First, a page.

I started playing golf, a game that I love beyond all others, thanks to the friends I met at that school, and ultimately wrote a book about it. 

The school’s community, teachers, students, and parents, have become a second family to me. When my job and my future were threatened several years ago, they rallied around me in ways I could have never expected.

3. Saying yes when my best friend asked me to start a wedding DJ company with him.

In 1997, I was attending Trinity College and Saint Joseph's University fulltime, working on degrees in both English and elementary education. I was also managing a McDonald’s restaurant fulltime and tutoring students part-time at the college’s writing center. I was writing for the college’s newspaper. I was the Treasurer of the Student Senate.

I was busier than I had ever been in my life.

Then Bengi called and asked if I wanted to be a wedding DJ, even though we had no experience or equipment or knowledge of the industry, and I said yes.

Seventeen years later, we remain in business. I have entertained at more than 400 weddings in that time. The DJ company has provided me with much needed income through the lean times of my life.


I met one of my best friends while working as the DJ at his wedding, and that friendship has led to me becoming a Patriots season ticket holder. That same friend led me back into writing when I had given up hope on ever becoming a novelist and professional writer.

I would not have a writing career today had it not been for him.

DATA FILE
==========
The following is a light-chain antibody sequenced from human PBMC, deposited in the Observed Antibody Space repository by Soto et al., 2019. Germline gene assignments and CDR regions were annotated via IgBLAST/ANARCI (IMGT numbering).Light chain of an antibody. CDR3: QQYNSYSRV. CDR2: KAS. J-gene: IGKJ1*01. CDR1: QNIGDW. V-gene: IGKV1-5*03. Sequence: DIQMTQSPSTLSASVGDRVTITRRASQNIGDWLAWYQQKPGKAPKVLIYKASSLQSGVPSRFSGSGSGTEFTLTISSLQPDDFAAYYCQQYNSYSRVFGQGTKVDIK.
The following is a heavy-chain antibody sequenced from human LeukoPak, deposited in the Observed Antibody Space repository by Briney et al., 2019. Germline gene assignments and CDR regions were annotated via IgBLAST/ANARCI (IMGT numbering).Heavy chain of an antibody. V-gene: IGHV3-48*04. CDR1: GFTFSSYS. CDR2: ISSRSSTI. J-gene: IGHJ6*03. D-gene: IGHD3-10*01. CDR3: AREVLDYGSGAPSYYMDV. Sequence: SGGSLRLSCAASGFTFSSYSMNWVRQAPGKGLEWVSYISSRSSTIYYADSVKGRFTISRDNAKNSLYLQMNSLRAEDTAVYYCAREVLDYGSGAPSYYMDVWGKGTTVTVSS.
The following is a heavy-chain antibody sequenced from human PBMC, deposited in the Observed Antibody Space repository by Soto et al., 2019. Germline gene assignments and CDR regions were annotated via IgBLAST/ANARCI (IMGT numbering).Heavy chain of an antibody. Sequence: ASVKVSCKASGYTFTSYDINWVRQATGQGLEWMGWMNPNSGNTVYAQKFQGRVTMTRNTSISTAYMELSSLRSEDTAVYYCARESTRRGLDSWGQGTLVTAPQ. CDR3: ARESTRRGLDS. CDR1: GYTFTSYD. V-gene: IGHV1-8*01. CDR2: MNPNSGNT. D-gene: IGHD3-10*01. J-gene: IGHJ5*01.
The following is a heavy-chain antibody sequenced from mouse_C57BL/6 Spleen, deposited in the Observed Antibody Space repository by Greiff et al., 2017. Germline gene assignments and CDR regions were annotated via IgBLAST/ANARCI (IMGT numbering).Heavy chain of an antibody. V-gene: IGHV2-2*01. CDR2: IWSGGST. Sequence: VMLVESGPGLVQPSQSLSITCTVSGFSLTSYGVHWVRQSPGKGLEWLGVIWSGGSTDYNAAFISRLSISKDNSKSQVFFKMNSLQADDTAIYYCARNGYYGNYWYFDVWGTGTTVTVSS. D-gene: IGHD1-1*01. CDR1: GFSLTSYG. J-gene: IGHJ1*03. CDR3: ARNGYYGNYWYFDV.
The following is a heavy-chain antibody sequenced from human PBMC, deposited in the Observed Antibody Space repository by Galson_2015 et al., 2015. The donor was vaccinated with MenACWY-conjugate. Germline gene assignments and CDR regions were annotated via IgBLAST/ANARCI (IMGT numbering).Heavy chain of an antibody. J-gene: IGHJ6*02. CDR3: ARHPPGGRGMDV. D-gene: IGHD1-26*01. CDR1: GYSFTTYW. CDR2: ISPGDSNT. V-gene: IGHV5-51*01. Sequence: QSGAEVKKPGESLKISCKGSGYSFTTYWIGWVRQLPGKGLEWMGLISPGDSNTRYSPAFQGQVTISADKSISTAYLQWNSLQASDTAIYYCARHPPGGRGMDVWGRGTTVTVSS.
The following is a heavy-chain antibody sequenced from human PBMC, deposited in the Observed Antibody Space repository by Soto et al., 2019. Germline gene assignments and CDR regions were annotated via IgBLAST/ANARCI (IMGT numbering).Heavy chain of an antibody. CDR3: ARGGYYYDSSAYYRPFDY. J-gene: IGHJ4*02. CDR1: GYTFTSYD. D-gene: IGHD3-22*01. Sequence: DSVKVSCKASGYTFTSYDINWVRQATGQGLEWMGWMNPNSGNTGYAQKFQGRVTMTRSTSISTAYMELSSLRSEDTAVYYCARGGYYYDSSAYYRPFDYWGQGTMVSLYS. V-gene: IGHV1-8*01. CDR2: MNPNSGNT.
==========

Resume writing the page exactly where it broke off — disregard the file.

I unknowingly gained 17 years of public speaking experience, which allowed me to step into the world of storytelling and public speaking three years ago with unexpected ease and success. I won my first Moth StorySLAM in large part to the experience I gained as a DJ.


I have since competed in 24 Moth StorySLAMs in New York and Boston and won 12 of them. I’ve told stories for Main Stage shows and GrandSLAM championships and many other storytelling organizations in New York, Boston and Hartford. I would not be the storyteller and speaker I am today had I not worked for almost two decades as a wedding DJ.

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Telling stories for The Moth led to the founding of Speak Up, the Hartford-based storytelling organization that my wife and I founded last year. In a little over a year, we have produced eight sell out shows, launched a series of storytelling workshops, and have now been approached by outside venues, asking us to take our show on the road.


The DJ business also led to me becoming ordained as a minister. I have presided over almost 20 weddings, one baptism, and three baby naming ceremonies in that time.

I’d love to hear your three most important decisions if you’re willing to share. Post in the comment sections. Send me an email. Contact me through social media.

Cost effective way of attending college

The New York Times recently ran a piece on the soaring cost of college:

For all borrowers, the average debt in 2011 was $23,300, with 10 percent owing more than $54,000 and 3 percent more than $100,000, the Federal Reserve Bank of New York reports. Average debt for bachelor degree graduates who took out loans ranges from under $10,000 at elite schools like Princeton and Williams College, which have plenty of wealthy students and enormous endowments, to nearly $50,000 at some private colleges with less affluent students and less financial aid.